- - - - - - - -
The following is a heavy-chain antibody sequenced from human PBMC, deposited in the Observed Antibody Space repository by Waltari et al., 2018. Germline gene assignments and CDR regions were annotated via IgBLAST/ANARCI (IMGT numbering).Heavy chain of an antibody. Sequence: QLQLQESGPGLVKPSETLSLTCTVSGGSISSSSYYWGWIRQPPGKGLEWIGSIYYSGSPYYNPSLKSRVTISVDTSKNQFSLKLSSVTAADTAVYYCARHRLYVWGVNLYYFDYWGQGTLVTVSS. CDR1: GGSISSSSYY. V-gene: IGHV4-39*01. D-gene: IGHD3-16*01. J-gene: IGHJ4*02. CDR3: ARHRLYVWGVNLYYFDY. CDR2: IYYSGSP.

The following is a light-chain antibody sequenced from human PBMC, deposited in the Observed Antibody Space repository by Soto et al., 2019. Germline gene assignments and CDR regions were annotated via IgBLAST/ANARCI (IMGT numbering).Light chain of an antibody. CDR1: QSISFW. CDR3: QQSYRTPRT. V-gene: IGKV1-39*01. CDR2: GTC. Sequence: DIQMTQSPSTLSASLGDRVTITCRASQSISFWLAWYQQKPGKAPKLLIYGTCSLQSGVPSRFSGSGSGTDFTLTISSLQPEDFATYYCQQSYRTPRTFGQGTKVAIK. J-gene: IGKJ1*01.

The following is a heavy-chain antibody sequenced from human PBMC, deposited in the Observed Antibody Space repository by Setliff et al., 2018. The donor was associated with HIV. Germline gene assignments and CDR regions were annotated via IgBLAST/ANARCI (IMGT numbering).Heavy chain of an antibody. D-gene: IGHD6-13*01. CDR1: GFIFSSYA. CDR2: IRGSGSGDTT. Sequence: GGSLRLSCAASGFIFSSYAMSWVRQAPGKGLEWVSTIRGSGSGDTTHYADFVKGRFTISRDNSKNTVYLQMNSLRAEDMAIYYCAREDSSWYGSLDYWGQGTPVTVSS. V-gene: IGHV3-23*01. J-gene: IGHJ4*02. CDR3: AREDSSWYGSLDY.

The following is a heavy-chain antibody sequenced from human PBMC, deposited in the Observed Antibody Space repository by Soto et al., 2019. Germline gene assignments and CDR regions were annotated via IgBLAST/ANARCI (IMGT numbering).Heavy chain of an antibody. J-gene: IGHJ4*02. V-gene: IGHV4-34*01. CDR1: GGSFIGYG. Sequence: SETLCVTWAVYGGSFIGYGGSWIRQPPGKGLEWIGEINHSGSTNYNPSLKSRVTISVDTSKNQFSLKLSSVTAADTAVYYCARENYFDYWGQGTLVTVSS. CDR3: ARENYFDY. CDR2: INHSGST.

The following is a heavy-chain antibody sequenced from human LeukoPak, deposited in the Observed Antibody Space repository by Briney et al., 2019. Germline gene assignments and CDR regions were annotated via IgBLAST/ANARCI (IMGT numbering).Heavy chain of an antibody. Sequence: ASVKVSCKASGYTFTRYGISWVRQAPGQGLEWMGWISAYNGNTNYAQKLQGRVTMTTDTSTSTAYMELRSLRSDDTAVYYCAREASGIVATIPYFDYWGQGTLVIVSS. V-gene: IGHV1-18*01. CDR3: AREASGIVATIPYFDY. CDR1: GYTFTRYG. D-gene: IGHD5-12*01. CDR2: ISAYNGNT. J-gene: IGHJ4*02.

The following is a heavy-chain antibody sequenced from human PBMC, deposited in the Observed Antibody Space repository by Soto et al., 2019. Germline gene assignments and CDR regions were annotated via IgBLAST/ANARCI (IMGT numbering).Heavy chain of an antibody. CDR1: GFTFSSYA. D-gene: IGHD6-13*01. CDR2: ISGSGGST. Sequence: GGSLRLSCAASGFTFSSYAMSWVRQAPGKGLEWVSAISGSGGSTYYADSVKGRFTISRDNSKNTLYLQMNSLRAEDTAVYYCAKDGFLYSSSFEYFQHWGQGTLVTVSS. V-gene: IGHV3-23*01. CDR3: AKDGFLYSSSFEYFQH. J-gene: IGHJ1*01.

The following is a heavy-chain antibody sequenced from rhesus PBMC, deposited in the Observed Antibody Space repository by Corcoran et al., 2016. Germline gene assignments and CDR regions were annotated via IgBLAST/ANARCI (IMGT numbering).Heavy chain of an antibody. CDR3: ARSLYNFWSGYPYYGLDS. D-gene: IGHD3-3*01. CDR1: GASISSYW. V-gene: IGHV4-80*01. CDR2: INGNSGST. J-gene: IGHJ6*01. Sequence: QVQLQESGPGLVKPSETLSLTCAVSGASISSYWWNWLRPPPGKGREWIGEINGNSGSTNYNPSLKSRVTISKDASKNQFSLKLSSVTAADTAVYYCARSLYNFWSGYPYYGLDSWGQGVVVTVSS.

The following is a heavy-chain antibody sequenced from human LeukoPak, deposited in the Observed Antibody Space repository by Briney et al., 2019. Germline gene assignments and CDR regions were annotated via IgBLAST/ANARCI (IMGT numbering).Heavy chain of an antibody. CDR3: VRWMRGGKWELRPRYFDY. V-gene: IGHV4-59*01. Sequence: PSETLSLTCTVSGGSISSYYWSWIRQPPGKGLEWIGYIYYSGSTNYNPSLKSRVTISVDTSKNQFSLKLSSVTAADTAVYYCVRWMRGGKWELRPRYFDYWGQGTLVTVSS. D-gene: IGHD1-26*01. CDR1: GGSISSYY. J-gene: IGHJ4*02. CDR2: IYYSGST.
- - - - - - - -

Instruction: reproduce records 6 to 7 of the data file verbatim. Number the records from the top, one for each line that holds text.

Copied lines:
The following is a heavy-chain antibody sequenced from human PBMC, deposited in the Observed Antibody Space repository by Soto et al., 2019. Germline gene assignments and CDR regions were annotated via IgBLAST/ANARCI (IMGT numbering).Heavy chain of an antibody. CDR1: GFTFSSYA. D-gene: IGHD6-13*01. CDR2: ISGSGGST. Sequence: GGSLRLSCAASGFTFSSYAMSWVRQAPGKGLEWVSAISGSGGSTYYADSVKGRFTISRDNSKNTLYLQMNSLRAEDTAVYYCAKDGFLYSSSFEYFQHWGQGTLVTVSS. V-gene: IGHV3-23*01. CDR3: AKDGFLYSSSFEYFQH. J-gene: IGHJ1*01.

The following is a heavy-chain antibody sequenced from rhesus PBMC, deposited in the Observed Antibody Space repository by Corcoran et al., 2016. Germline gene assignments and CDR regions were annotated via IgBLAST/ANARCI (IMGT numbering).Heavy chain of an antibody. CDR3: ARSLYNFWSGYPYYGLDS. D-gene: IGHD3-3*01. CDR1: GASISSYW. V-gene: IGHV4-80*01. CDR2: INGNSGST. J-gene: IGHJ6*01. Sequence: QVQLQESGPGLVKPSETLSLTCAVSGASISSYWWNWLRPPPGKGREWIGEINGNSGSTNYNPSLKSRVTISKDASKNQFSLKLSSVTAADTAVYYCARSLYNFWSGYPYYGLDSWGQGVVVTVSS.